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Letters

  • POST offers patients end-of-life control
    After reading the editorial “End-of-life decisions must not be coerced” by Ben Mattlin (July 9), we believe it’s important to inform the community of current efforts by the Northeast Indiana Coalition for Advance Care
  • Gays only seeking same rights as Christians
    In her July 20 letter, Mary Jane Double says, “We do not want our children and grandchildren to marry the product of two men or two women.” I have some good news for you.
  • ‘Sound of Music’ production exceeds high expectations
    I’ve had my share of memorable experiences at the theater, but seeing the production of “The Sound of Music” last Thursday at the Different Stages Theatre in Huntington stands near – if not at – the top of
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Web letter by Emery D. Bowser: Government remains best steward of nation’s economy

There is an aggressive conservative notion that has been floating around for some time now. That notion is that the private sector, corporations and big businesses should be allowed to run the American economy and that the government should essentially bug out.

The assertion is that the government overrates its effectiveness, over-regulates, over-bureaucratizes and invests too much on speculative infrastructure. Too much is spent on the unfortunate and the needy, they say.

Maybe we ought to set it straight: The private sector is not a civic organization that functions on behalf of the citizenry as a primary interest. The private sector is enterprises whose primary interest and functions are to make a profit and pay out the most attractive dividends to their stockholders, the investors, and an equally attractive bonus to obtain the most manipulative CEO in order to attract more investment funds, so that it can grow bigger and compound its endeavors. Societal benefits are a byproduct of their main efforts that create for them a desired consumer/customer apparatus that enhances their profits. Sure, they will create jobs and other societal benefits, as long as that benefits their business.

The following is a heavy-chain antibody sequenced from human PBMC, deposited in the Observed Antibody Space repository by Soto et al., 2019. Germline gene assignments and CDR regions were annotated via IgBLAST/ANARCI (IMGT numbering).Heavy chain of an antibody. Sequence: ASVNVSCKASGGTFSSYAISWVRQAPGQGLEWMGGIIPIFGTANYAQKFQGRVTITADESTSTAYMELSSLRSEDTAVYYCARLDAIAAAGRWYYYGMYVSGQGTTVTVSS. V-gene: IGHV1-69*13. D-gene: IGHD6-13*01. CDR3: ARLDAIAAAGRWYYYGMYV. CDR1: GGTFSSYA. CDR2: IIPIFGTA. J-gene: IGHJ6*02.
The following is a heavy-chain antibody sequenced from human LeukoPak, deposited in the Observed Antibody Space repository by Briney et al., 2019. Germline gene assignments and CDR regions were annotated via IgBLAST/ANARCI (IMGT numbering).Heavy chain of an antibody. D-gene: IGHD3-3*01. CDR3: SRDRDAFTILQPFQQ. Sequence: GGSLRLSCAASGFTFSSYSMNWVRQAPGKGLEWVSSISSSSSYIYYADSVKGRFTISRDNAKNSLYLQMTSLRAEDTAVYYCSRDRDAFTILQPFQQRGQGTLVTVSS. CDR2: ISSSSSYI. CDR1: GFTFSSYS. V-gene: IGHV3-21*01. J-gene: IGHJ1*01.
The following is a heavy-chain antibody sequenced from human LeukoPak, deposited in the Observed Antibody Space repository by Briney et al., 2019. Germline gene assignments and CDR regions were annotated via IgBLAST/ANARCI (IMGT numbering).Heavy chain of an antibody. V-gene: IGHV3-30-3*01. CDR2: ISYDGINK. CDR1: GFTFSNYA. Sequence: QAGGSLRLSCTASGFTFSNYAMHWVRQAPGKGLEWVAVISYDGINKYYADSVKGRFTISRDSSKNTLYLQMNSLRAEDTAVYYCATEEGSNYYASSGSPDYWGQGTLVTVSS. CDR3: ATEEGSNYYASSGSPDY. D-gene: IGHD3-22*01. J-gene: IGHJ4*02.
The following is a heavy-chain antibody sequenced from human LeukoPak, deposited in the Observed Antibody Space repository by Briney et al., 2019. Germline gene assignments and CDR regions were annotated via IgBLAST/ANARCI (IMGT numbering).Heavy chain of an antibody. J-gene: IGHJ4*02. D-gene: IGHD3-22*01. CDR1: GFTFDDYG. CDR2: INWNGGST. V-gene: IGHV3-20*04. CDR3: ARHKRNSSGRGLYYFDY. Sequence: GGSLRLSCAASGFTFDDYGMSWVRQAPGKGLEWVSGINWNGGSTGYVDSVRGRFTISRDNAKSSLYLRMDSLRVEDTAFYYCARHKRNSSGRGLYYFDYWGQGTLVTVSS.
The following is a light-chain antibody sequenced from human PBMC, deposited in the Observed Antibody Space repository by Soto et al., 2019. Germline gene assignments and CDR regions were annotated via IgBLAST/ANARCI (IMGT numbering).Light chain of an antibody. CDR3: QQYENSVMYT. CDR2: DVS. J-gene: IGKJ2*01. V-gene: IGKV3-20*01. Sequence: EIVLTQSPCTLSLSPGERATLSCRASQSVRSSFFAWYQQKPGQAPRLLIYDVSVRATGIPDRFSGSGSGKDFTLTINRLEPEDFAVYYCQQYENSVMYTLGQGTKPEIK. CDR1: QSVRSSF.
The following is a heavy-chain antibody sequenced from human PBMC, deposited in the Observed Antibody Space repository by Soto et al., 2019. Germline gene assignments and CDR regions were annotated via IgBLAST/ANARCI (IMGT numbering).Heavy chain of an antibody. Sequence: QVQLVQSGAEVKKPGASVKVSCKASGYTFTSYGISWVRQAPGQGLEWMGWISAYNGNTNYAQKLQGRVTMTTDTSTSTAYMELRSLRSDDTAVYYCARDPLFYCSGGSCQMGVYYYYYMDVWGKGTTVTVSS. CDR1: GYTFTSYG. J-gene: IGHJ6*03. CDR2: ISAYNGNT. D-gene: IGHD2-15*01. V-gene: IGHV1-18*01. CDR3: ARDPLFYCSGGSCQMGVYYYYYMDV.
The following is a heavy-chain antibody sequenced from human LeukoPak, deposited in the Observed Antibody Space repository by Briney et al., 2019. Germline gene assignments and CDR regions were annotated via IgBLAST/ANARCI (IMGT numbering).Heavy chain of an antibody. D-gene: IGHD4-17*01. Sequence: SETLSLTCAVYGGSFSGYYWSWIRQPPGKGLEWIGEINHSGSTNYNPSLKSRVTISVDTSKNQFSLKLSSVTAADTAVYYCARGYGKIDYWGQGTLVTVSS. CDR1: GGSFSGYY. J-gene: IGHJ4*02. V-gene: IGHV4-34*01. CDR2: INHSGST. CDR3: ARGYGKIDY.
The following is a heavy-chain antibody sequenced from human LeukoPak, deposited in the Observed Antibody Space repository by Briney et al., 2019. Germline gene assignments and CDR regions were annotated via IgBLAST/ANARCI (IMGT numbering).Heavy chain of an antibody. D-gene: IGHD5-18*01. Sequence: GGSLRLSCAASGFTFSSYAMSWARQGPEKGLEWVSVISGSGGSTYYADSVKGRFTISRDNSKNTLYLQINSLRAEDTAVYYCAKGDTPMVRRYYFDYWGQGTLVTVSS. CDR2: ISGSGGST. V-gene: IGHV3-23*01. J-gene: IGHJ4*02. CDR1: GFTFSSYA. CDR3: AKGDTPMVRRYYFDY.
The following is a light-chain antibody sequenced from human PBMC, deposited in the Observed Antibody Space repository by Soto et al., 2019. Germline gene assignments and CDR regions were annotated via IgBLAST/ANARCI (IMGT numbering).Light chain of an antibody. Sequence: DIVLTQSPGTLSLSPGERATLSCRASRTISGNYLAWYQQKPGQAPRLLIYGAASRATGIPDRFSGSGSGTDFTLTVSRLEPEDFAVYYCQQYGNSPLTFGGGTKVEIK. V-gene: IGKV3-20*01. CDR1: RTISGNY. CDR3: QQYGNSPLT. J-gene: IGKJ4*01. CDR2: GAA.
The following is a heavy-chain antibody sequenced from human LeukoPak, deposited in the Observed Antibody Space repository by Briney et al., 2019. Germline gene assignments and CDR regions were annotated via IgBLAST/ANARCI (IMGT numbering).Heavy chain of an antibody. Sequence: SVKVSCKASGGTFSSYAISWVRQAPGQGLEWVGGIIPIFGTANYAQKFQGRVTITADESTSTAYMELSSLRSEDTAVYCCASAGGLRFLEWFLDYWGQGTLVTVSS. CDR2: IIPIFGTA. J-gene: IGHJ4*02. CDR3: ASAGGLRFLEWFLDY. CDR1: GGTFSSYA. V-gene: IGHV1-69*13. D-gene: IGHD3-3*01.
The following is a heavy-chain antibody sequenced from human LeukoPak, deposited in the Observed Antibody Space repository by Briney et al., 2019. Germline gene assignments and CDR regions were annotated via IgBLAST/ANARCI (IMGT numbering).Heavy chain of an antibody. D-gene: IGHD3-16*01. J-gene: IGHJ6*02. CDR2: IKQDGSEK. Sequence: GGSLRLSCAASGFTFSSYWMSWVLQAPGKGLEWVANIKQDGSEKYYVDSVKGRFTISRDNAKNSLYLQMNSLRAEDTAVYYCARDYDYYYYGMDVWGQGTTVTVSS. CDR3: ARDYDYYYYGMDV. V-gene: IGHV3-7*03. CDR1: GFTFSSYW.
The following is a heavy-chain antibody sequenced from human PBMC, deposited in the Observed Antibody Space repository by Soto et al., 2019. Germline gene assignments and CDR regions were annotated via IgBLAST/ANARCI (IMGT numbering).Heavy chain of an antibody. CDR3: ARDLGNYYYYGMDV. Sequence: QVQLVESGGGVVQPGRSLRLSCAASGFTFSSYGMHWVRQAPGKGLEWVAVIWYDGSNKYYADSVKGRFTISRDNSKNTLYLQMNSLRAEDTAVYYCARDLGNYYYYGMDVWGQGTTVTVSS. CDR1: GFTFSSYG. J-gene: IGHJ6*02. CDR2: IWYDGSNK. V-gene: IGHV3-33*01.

The greed for profit and the competition for investment income are such an enticement that CEOs are constantly in competition to develop means to enhance profits or risk losing investors. Cutting operating costs, raising profits and paying higher dividends on their stock are their objectives.

The corporate sector is now encouraged to ship any manufacturing or service jobs elsewhere when they can realize greater profit from low-wage and lower-benefit-cost societies, and achieve their objectives and corporate political clout – both home and abroad – that exalts that enterprise to the status of an influential political kingpin.

When many developing nations are controlled by mega-business corporations, America would certainly be a bonus.

We must not be sold the notion of the too-big government. This is not government of old. This is not a bloodsucking entity that schemes on the people’s resources in order to enhance the nobles and the regents. It is why the people instituted this type of government in the first place.

Today’s nobles and regents vie to control this government by extracting the citizens’ confidence, to install their own self-serving policies.

This government is an organization of the people, for the people and by the people; let’s not forget. We should least be concerned about what the government spends and more concerned about the services that the government provides and the quality of the representatives we elect to serve us. What we are getting for the amount we spend and whether it is a fair value should be our main concern. The government must spend whatever it needs to spend to provide the service that the citizens need, and the citizens must provide the revenue, being aware that the government is not a money-making enterprise. The government collects revenue as a means of its functioning.

EMERY D. BOWSER

Fort Wayne

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